Safeguarding the Democratic Process with Sergeant Jackie Gordon

SAG - Edited

Sergeant Jackie Gordon, the Ontario Legislature’s Sergeant-at-Arms, has climbed six-foot high walls and shattered glass ceilings. She is a trailblazer, a role model, and force to be reckoned with. It was a delight to meet with her; she told us about her career trajectory, explained her current role as the Sergeant-at-Arms, and gave us sage advice about how to grow as leaders and professionals.

Sergeant Gordon served with the Halton Regional Police Service for 34 years before being appointed Ontario’s first female Sergeant-at-Arms. Yet it is her competency, not her gender, that sets her apart. “Respect comes from being competent,” she told us. “When you beat a path, you create opportunities for women to succeed.” As a young officer, Sergeant Gordon – who stands 5’5’’ – dedicated herself to learning athletic techniques so she could meet the same physical strength requirements as her male colleagues. Instead of being deterred by the challenges associated with being a woman in a male-dominated profession – including interacting with colleagues and citizens who had never met a female officer – she focused on developing and demonstrating her competency. She is living proof that hard work and determination are key to changing cultures that limit opportunities because of one’s gender.

Today, as the Ontario Legislature’s Sergeant-at-Arms, Sergeant Gordon is responsible for guarding the democratic process. She protects the safety of MPPs by overseeing security services as well as the maintenance of prescient properties. She also helps ensure proper decorum in the Chamber; that is, she will escort rowdy MPPs from the room if asked to do so by the Speaker. Working in the Chamber requires wearing the traditional garb of the Sergeant-at-Arms, which includes a hand-stitched swallowtail jacket containing 25,000 stitches and a hand-made bicorn hat. Another symbol associated with the Sergeant-at-Arms is the golden mace. A symbol of both parliamentary privilege and the authority of the Crown, the mace must be present in the room for the Chamber to sit. Only the Sergeant-at-Arms is authorized to touch the mace. Originally bestowed by the Crown, the mace was chosen as the weapon available in the Chamber because it was not bloodletting and could be easily defended against. As democratic institutions became more robust and respected the Sergeant-at-Arms was granted the right to wear a sword, which is still part of her uniform today.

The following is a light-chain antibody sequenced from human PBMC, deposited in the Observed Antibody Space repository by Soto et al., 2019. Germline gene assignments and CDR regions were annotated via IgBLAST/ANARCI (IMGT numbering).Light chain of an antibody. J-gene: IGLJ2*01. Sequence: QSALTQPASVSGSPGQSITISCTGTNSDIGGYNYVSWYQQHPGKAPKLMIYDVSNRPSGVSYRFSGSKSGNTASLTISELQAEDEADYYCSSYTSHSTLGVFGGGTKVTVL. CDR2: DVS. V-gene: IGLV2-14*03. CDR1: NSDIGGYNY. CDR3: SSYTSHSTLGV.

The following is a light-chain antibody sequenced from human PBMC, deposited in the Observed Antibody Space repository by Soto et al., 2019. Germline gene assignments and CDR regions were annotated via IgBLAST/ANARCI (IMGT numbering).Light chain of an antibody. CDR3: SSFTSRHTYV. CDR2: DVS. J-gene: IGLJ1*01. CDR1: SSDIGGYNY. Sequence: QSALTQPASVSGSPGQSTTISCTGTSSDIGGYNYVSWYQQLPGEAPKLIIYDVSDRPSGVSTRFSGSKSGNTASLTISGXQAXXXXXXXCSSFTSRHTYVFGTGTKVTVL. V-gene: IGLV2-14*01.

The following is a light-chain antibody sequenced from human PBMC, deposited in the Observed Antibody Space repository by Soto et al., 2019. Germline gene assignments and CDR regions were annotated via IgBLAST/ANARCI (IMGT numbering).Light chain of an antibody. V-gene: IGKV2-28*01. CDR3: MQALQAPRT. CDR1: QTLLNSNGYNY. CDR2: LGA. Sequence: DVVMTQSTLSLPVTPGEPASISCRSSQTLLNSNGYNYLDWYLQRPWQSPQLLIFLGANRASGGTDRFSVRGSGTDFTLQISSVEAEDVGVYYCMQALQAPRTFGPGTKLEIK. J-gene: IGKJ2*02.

In addition to letting us examine her hat and sword, Sergeant Gordon shared some of her professional wisdom with us. In her opinion, “The best part of being in the police force is continually learning,” and she encouraged us to find ways to continually expand our knowledge through reading and taking courses. While working with the Ministry of Education she went back to school to become a fire inspector, and she is currently taking university courses in her free time. She advised us to seek out a range of different perspectives and to work tirelessly in pursuit of our goals.

We left our meeting with Sergeant Gordon feeling motivated to go the extra mile and make the most of our internship. Thank you Sergeant Gordon for taking the time to meet with us! You are a trailblazer and an inspiration.

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